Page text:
BIM for FM: Getting the basics right

by FM Media
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DR DOMINIK HOLZER from AEC Connect reflects on the lack of communication between stakeholders on building projects concerning building information modelling.

I was recently approached by a lawyer who confirmed that his firm was now increasingly engaged in resolving disputes between project clients and their consultants due to diverging interpretations of deliverables related to building information modelling (BIM). This came as no surprise to me.
On previous occasions I have highlighted the ill-defined and ambiguous nature of requirements for BIM by clients and others. Our industry is undergoing substantial change through the increased use of BIM and this change is making it difficult for all parties involved to agree on standard (or extended) deliverables associated with BIM.
Regulatory frameworks that provide clear guidance on information requirements during project execution and operation have failed to keep up with the changing needs of consultant teams, the contractors and the clients alike.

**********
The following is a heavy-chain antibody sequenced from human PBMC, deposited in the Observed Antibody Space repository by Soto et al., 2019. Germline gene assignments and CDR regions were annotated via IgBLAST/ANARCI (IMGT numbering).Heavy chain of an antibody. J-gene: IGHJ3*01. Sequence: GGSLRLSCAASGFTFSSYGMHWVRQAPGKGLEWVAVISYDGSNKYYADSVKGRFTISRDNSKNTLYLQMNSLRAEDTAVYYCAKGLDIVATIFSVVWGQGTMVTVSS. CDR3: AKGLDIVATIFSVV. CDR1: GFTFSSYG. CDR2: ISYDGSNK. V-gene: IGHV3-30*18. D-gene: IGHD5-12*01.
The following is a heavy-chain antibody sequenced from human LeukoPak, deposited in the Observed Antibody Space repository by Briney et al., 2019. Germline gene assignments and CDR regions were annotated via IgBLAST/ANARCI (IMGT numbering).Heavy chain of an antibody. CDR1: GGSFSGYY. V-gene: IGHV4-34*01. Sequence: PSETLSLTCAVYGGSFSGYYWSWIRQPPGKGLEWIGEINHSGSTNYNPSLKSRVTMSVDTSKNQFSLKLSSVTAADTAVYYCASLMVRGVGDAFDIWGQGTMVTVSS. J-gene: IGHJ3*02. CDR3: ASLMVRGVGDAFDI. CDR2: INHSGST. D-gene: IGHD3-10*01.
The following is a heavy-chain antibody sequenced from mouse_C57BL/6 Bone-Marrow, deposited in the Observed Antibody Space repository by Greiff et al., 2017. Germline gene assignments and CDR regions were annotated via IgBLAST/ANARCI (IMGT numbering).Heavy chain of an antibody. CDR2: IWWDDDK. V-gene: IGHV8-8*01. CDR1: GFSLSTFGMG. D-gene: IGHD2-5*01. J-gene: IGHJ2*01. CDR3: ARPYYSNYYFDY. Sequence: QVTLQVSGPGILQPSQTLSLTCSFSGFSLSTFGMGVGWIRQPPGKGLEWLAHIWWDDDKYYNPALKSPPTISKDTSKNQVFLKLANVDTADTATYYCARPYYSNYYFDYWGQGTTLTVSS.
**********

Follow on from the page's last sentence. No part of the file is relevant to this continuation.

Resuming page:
ADDRESSING THE COMMUNICATION GAP
There exists a lack of communication between stakeholders on building projects. We need to listen to each other more in order to educate collaborators about BIM expectations, the value each party can derive from BIM and the benefits of BIM during operation.
Some clients argue that they have no interest in BIM during design, engineering and construction. Their sole focus lies within the benefits of BIM during operation and maintenance. I would counter that such an approach is somewhat short-sighted.
BIM allows clients to become more directly involved in the design and construction process due to its increased capability to communicate design progress to all stakeholders. Further, if clients are open to alternative procurement options that tie the consultants, the contractor and even some subcontractors closer together at the start of a project, there are substantial benefits to be gained using BIM methods for collaboration. Ultimately, clients can gain advantages from ‘extrapolating’ BIM data to create enterprise information models, where feedback from operations provides useful insights for the generation of future project briefs.
When considering the entire building life cycle, inadequately interoperable project information causes most financial loss during operation. Owner/operators too often depend on incomplete or difficult to access project information that does not directly tie into the tools applied by their facilities managers. Two-dimensional prints of plans and sections tucked away in a pile of boxes, or even a set of pdf files that apparently represent the ‘as built’ condition, are not sufficient to provide clients and facilities managers with the information they need when they need it and in a useful format.